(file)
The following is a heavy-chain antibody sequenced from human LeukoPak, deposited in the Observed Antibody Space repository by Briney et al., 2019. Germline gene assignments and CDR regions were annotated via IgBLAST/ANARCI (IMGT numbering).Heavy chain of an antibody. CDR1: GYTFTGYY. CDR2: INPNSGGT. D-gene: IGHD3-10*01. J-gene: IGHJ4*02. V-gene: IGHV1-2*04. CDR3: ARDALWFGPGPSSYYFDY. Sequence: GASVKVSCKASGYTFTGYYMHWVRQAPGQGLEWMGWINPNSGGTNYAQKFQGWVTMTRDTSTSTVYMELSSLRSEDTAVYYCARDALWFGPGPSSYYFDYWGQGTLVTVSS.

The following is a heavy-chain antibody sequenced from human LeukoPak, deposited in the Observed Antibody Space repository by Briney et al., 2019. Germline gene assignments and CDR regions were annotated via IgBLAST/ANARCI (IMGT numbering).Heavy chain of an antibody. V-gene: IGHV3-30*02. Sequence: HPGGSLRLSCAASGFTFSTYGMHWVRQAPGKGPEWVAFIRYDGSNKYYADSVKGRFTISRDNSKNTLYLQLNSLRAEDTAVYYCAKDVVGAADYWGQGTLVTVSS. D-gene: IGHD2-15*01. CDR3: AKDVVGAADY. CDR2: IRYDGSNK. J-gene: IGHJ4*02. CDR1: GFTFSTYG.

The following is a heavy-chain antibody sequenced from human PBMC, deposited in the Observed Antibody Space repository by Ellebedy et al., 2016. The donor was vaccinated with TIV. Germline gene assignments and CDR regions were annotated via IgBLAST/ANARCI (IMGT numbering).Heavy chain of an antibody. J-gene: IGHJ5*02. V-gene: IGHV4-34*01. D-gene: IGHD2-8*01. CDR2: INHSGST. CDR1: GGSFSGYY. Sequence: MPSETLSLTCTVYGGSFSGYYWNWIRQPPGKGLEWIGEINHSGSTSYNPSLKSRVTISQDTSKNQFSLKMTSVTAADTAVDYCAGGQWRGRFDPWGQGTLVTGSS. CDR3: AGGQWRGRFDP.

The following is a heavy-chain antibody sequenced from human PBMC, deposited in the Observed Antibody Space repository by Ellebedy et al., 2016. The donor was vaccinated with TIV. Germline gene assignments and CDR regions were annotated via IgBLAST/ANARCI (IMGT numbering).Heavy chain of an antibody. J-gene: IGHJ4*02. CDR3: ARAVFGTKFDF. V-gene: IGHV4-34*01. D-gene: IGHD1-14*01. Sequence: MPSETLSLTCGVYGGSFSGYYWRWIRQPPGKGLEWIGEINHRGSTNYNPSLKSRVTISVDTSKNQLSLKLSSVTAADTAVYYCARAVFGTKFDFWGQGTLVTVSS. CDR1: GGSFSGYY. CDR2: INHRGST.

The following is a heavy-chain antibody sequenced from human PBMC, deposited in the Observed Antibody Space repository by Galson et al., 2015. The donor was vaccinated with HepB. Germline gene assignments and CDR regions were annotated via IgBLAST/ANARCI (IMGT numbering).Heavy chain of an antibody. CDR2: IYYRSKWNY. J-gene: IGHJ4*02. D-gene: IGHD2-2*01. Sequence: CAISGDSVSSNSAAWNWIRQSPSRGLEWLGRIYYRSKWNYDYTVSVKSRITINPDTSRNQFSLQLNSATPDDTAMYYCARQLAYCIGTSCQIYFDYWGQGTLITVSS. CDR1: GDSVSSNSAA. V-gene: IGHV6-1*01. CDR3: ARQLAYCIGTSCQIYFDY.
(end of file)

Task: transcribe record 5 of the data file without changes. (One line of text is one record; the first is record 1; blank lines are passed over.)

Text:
The following is a heavy-chain antibody sequenced from human PBMC, deposited in the Observed Antibody Space repository by Galson et al., 2015. The donor was vaccinated with HepB. Germline gene assignments and CDR regions were annotated via IgBLAST/ANARCI (IMGT numbering).Heavy chain of an antibody. CDR2: IYYRSKWNY. J-gene: IGHJ4*02. D-gene: IGHD2-2*01. Sequence: CAISGDSVSSNSAAWNWIRQSPSRGLEWLGRIYYRSKWNYDYTVSVKSRITINPDTSRNQFSLQLNSATPDDTAMYYCARQLAYCIGTSCQIYFDYWGQGTLITVSS. CDR1: GDSVSSNSAA. V-gene: IGHV6-1*01. CDR3: ARQLAYCIGTSCQIYFDY.